TIFF 2023: UPROAR Is A Heartwarming And Heartbreaking Story About Not Fitting In

Uproar review Dennison.

Coming-of-age teen dramas are exceptional when done right. Uproar takes that genre and adds some very specific elements about the New Zealand indigenous culture of the Maori into its story. How a teenage Maori boy comes to terms with his identity and talent and how to reconcile those elements with the difficulty of his home life. Check out my Uproar review to see why this is a touching tale about identity and knowing yourself. Uproar is premiering at the Toronto International Film Festival 2023.

Uproar Is Set During A Real World Incident

Uproar review poster

In 1981, the South African rugby team came to New Zealand on a tour, sparking protests about, not only Apartheid in South Africa but especially the similar treatment of the Maori people in New Zealand. While I was unaware of this issue myself, it’s all outlined pretty well in the movie. Similar to the Indigenous people of any nation, their land was taken from them by the government, and not given back, forcing them to be the minorities in their own native country. Followed by the discrimination, racism and inequality that typically follows. Unfortunately, it’s a story we’ve seen, heard and lived throughout history.

The story of Uproar focuses particularly on this one incident that sparked protest, and how it specifically affects one teen. With a British mother and Maori father, Josh (Julian Dennison) hasn’t shown much interest in the particulars of his heritage. But these protests and the actions of those around him, make him aware and awaken a struggle in his usually happy-go-lucky demeanour. Realizing the position he is in as a brown-skinned boy among white people who hated him, forces a realization in Josh that influences his future.

Uproar Review Is Wonderful Even Beyond The Politics

Uproar review Driver. .

While it may seem like Uproar review is all about the political history of New Zealand, at its core, it’s about not fitting in. Josh, doesn’t fit in. His mother (Minnie Driver) is a British woman in New Zealand raising Maori sons on her own after the death of her husband. And his brother Jamie is a rugby player with an injury, who can no longer play. Josh’s realization of him being different, while at the same time discovering a newfound passion and hobby in acting, is uplifting at times, and heartbreaking in others.

Seeing the tumultuous emotions within Josh pulling away at his psyche and emotional well-being made me tear up multiple times during Uproar. This is all because of Dennison’s brilliant performance as this teen who literally doesn’t know where to go and what to do to make his family and himself happy. It’s this struggle and self-discovery that is the basis of Uproar. All about finally discovering his culture, only to realize the devastating struggle his people have endured. It’s heartbreaking.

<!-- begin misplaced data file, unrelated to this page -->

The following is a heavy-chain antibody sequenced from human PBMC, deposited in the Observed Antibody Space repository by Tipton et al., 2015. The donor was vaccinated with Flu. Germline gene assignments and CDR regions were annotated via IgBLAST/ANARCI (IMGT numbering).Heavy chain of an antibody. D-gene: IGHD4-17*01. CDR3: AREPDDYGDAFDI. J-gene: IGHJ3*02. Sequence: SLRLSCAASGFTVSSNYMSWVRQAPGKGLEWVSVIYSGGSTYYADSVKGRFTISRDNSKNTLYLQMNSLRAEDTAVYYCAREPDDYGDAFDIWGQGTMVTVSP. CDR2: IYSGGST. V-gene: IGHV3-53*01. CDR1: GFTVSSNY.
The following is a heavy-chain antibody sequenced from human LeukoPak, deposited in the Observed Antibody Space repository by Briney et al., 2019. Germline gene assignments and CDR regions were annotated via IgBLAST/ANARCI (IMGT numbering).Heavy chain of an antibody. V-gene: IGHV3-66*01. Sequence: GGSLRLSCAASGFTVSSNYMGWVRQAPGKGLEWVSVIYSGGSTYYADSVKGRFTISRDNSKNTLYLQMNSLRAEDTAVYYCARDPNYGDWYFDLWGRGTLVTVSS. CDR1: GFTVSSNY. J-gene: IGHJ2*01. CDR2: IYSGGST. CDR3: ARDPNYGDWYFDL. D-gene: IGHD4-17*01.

Uproar Review Is Spoiler-Free, But Not Tear-Free

Uproar is a lot of things, but mainly it’s a cavalcade of emotions running rampant and all over the place, which is pretty much how it feels to be a teenager. If I remember right. But over all the movie itself adeptly handles these moments with ease and in ways that make sense. Driver as the supportive but helpless mother is pitch-perfect, and the perfect blend of nurturing and tough love. Rys Darby appears as the typical supporting drama teacher who sparks Josh’s interest in acting and encourages him to pursue it.

But it’s really Dennison who steals the show. He is able to capture the confusion, sadness and raw array of emotions that Josh feels in a way that feels all too real and devastating. I really hope we see more of Dennison in even more films that are able to grow this talent even more.

Uproar premiered at the Toronto International Film Festival 2023.

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TIFF 2023: UPROAR Is A Heartwarming And Heartbreaking Story About Not Fitting In
  • Acting - 7/10
  • Cinematography/Visual Effects - 6.5/10
  • Plot/Screenplay - 7.5/10
  • Setting/Theme - 8.5/10
  • Watchability - 9/10
  • Rewatchability - 6.5/10
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